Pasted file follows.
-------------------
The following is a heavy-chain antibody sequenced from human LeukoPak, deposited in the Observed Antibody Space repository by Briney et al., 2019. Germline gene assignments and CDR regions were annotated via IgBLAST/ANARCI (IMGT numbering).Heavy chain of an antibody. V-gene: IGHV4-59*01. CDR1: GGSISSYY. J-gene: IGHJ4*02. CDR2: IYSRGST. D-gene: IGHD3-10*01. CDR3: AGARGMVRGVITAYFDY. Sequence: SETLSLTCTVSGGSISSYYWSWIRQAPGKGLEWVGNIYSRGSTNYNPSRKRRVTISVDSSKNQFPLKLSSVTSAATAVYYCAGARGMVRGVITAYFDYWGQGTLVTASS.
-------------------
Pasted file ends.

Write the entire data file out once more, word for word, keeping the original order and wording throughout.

The following is a heavy-chain antibody sequenced from human LeukoPak, deposited in the Observed Antibody Space repository by Briney et al., 2019. Germline gene assignments and CDR regions were annotated via IgBLAST/ANARCI (IMGT numbering).Heavy chain of an antibody. V-gene: IGHV4-59*01. CDR1: GGSISSYY. J-gene: IGHJ4*02. CDR2: IYSRGST. D-gene: IGHD3-10*01. CDR3: AGARGMVRGVITAYFDY. Sequence: SETLSLTCTVSGGSISSYYWSWIRQAPGKGLEWVGNIYSRGSTNYNPSRKRRVTISVDSSKNQFPLKLSSVTSAATAVYYCAGARGMVRGVITAYFDYWGQGTLVTASS.